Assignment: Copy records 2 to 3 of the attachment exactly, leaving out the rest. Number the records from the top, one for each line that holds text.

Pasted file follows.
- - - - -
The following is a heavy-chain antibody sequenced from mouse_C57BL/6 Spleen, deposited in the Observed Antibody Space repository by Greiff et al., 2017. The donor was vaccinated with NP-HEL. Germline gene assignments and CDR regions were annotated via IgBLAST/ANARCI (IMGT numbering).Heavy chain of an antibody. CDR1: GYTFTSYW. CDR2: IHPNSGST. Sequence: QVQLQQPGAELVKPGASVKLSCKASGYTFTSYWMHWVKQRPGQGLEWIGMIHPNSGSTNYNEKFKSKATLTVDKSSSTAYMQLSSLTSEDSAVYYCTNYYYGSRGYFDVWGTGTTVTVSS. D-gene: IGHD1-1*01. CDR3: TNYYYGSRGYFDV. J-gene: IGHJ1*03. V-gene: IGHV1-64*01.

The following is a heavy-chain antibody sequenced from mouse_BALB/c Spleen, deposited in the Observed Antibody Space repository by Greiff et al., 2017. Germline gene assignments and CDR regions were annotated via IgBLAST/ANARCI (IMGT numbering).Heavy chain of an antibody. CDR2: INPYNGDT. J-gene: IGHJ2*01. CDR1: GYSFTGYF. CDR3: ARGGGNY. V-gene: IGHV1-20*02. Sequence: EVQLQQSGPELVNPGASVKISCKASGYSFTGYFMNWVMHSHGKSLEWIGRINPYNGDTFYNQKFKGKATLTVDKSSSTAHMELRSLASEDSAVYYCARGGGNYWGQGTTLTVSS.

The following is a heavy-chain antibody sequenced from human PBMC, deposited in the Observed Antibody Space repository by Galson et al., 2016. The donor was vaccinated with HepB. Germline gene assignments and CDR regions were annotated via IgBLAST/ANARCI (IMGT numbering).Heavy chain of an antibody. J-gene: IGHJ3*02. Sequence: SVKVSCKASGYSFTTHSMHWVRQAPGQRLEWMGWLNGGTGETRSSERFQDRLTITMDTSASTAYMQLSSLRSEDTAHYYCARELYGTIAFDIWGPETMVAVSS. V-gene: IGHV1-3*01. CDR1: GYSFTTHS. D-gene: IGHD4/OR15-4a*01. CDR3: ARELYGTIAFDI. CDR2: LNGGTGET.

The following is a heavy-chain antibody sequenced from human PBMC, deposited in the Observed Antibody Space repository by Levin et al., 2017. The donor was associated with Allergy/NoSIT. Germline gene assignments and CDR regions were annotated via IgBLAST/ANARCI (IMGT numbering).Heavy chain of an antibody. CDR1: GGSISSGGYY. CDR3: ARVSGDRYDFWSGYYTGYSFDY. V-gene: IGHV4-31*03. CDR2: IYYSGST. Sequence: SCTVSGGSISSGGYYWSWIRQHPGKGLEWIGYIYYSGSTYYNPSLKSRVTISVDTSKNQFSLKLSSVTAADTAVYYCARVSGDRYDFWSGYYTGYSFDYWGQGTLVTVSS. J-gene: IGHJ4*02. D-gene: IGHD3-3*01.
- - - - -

The following is a heavy-chain antibody sequenced from mouse_BALB/c Spleen, deposited in the Observed Antibody Space repository by Greiff et al., 2017. Germline gene assignments and CDR regions were annotated via IgBLAST/ANARCI (IMGT numbering).Heavy chain of an antibody. CDR2: INPYNGDT. J-gene: IGHJ2*01. CDR1: GYSFTGYF. CDR3: ARGGGNY. V-gene: IGHV1-20*02. Sequence: EVQLQQSGPELVNPGASVKISCKASGYSFTGYFMNWVMHSHGKSLEWIGRINPYNGDTFYNQKFKGKATLTVDKSSSTAHMELRSLASEDSAVYYCARGGGNYWGQGTTLTVSS.

The following is a heavy-chain antibody sequenced from human PBMC, deposited in the Observed Antibody Space repository by Galson et al., 2016. The donor was vaccinated with HepB. Germline gene assignments and CDR regions were annotated via IgBLAST/ANARCI (IMGT numbering).Heavy chain of an antibody. J-gene: IGHJ3*02. Sequence: SVKVSCKASGYSFTTHSMHWVRQAPGQRLEWMGWLNGGTGETRSSERFQDRLTITMDTSASTAYMQLSSLRSEDTAHYYCARELYGTIAFDIWGPETMVAVSS. V-gene: IGHV1-3*01. CDR1: GYSFTTHS. D-gene: IGHD4/OR15-4a*01. CDR3: ARELYGTIAFDI. CDR2: LNGGTGET.